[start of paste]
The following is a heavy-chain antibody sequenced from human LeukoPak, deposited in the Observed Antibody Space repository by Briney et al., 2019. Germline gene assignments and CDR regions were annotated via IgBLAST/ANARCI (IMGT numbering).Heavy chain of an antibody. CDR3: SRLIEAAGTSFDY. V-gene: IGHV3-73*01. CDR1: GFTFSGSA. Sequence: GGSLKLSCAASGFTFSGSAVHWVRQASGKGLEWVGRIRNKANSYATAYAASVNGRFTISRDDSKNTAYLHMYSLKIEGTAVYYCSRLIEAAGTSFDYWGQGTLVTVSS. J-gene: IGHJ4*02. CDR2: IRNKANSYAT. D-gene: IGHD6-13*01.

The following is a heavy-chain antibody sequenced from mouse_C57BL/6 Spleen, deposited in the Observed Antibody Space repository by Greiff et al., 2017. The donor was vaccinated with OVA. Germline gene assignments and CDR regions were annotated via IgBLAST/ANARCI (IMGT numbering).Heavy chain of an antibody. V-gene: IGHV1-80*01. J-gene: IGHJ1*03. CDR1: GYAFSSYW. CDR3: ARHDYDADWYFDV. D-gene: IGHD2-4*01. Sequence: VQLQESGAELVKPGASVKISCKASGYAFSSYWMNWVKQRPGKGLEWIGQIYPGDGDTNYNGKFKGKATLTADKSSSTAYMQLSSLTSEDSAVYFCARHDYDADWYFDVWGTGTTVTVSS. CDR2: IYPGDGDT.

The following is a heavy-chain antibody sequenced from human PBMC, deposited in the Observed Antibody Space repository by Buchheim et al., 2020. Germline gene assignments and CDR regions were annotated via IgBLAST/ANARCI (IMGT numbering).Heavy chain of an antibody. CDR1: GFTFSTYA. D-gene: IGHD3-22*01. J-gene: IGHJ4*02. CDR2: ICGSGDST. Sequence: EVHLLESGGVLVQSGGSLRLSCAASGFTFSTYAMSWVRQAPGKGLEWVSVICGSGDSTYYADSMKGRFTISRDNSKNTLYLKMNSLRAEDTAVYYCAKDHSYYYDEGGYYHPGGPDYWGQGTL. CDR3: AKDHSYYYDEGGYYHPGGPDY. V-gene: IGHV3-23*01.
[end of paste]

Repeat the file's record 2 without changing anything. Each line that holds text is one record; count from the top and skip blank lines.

The following is a heavy-chain antibody sequenced from mouse_C57BL/6 Spleen, deposited in the Observed Antibody Space repository by Greiff et al., 2017. The donor was vaccinated with OVA. Germline gene assignments and CDR regions were annotated via IgBLAST/ANARCI (IMGT numbering).Heavy chain of an antibody. V-gene: IGHV1-80*01. J-gene: IGHJ1*03. CDR1: GYAFSSYW. CDR3: ARHDYDADWYFDV. D-gene: IGHD2-4*01. Sequence: VQLQESGAELVKPGASVKISCKASGYAFSSYWMNWVKQRPGKGLEWIGQIYPGDGDTNYNGKFKGKATLTADKSSSTAYMQLSSLTSEDSAVYFCARHDYDADWYFDVWGTGTTVTVSS. CDR2: IYPGDGDT.